September 13, 2019

Prepping Clients in Corporate Divorce & Complex Ownership Disputes for Mediation and Arbitration

Successful outcome of business disputes come about through thorough preparation.  Benjamin Franklin said: “By failing to prepare, you are preparing to fail”.  That is true in dispute resolution too. The parties need to invest in preparation to have a better chance at a successful outcome.  Preparation is as significant to mediation and arbitration of corporate divorce as it is to other fields of endeavor.   Consider a professional football team.  The team will spend months upon months preparing for a one hour opening game.

Corporate divorces often arise from a history of grievances and long seated difficult relations between partners in a business or even multiple businesses.  Sometimes these disputes involve very successful families and inter-generational issues.  Founders against children, siblings versus siblings (some of whom are in the business, others who have chosen careers or lives outside of the businesses), second generation versus third generation and even management versus ownership.  Ownership and management structures that might have made sense decades ago with the prior generation, now with the passage of time, the arcs of lives moving in different directions, and the insertion of emotions and grudges, may make little or no sense.  These structural issues can give rise to manifold types of disputes.

Only a holistic approach can gainsay an understanding of all of the issues.  And that can only come about through preparation by both counsel and the client.  Properly advising the client in a Business Divorce requires a holistic understanding of the business realities, the limits of the tools you have at hand and the limits to which your client will go.  What is required is a holistic analysis to understanding the root causes of the problems, the emotional hurts, the real monetary and power issues.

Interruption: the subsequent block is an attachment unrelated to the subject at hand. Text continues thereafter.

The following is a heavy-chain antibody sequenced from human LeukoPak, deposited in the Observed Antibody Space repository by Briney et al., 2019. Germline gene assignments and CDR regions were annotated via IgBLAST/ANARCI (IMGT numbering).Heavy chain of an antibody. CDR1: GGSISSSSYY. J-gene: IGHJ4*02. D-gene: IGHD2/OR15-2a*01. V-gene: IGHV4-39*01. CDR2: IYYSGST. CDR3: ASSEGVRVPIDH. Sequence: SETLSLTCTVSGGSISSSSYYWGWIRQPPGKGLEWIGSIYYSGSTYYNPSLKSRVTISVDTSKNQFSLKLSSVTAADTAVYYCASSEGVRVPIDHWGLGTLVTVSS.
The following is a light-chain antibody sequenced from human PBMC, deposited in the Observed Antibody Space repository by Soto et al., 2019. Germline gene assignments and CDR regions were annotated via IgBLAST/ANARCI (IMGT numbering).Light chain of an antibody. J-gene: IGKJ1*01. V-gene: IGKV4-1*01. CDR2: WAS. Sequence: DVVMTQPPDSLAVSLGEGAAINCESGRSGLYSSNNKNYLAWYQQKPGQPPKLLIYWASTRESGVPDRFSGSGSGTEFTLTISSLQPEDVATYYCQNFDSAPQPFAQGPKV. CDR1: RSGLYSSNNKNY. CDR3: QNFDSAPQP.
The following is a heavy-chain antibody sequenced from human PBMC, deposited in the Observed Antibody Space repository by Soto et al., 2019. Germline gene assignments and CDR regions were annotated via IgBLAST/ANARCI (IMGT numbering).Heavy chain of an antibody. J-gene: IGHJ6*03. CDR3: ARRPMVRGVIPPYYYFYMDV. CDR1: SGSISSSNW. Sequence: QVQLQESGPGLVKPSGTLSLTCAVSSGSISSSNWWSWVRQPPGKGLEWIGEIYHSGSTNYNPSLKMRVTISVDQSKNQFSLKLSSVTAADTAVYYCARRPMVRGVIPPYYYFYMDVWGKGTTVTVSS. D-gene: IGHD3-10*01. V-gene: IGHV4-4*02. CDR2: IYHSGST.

Much time will be spent in gaining an understanding of the players, their needs and desires, the power structure, the levers of power, the businesses, the ownership and management structures and any threats to the business.  Of course, never forget to identify any sensitive issues that may lurk just beneath the surface; where the landmines are buried.   Understanding these can be as important as being able to read the balance sheet. 

Once the practitioner understands the situation, then the practitioner can begin the process of educating the client on the process for the mediation or arbitration.  This process can be straightforward with well drafted clauses, but can be a difficult one if the clauses are ambiguous or poorly written. Indeed, some agreements even refer to the process as “binding mediation”.   Thus, the practitioner must identify the agreements with dispute resolution clauses and then determine whether there are existing ADR clauses and what they require or even if there are multiple conflicting dispute resolution clauses.

Mediation versus arbitration.  Clients often have a misperception as to mediation and sometimes think that a mediation will result in a binding award rendered by the mediator at the end.  

Mediation and arbitration can play a dynamic and important role in solving the problems. Indeed, mediation and arbitration can be very useful tools to find experienced neutrals with relevant business experience; whether in running businesses, serving on the bench and having heard dozens of business disputes, or in mediating or arbitrating shareholder oppression issues. 

In this session we will start with a hypothetical business founded over 100 years ago, the Earp-Clanton Emporium, Ltd., with multiple agreements between the parties and some formal and informal documentation with which to contend.  With all sides having historically used ‘self-help’ in the past to resolve disputes, the importance of a successful resolution to the problems of today is of paramount concern to everyone. 

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